Purchase this article with an account.
Andrew J. Anderson, Roger H. S. Carpenter; Saccadic latency in deterministic environments: Getting back on track after the unexpected happens. Journal of Vision 2010;10(14):12. doi: 10.1167/10.14.12.
Download citation file:
© ARVO (1962-2015); The Authors (2016-present)
Saccadic latencies are commonly used to study decision mechanisms. For instance, in a random sequence, saccadic latency to a target depends on how frequently it has recently appeared. However, frequency is not the only factor that determines probability. Here we presented targets to the left or right, either in random sequences or in repeating patterns. Although the frequency of appearing on a given side was identical in each case, latencies for the low-frequency side were significantly shorter for repeating patterns than in random sequences, showing that the system can respond to the deterministic probabilities in such patterns. We then disrupted our patterns episodically, recommencing at a random starting position in the sequence. This significantly increased the latency, which remained high until the low-frequency target in the sequence reappeared, implying that the oculomotor system makes strategic use of low-frequency—but high-information—events to determine the phase of repeating sequences. The deterministic sequences of events in our patterns represent a simple model for the habitual sequences of actions commonly performed in daily life, which, when disrupted, require the engagement of a higher level problem-solving strategy to return us to our previous automated sequence as quickly as possible.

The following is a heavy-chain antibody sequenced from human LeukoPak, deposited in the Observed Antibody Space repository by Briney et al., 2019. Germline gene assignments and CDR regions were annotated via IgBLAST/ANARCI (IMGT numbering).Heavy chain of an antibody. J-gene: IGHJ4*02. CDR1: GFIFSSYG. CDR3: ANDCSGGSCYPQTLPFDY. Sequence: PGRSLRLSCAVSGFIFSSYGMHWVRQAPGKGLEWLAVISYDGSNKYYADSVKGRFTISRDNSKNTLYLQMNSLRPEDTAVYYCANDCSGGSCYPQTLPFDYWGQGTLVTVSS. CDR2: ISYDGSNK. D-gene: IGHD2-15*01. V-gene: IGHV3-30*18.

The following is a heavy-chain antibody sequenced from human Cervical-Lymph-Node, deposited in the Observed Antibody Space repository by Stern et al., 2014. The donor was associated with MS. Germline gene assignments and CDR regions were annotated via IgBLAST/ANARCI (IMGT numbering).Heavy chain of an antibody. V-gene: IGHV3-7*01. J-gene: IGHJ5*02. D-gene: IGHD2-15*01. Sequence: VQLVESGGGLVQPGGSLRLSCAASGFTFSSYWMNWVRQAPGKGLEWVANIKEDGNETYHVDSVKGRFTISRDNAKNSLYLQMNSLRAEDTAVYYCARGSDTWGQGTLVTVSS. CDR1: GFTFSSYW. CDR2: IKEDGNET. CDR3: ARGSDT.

This PDF is available to Subscribers Only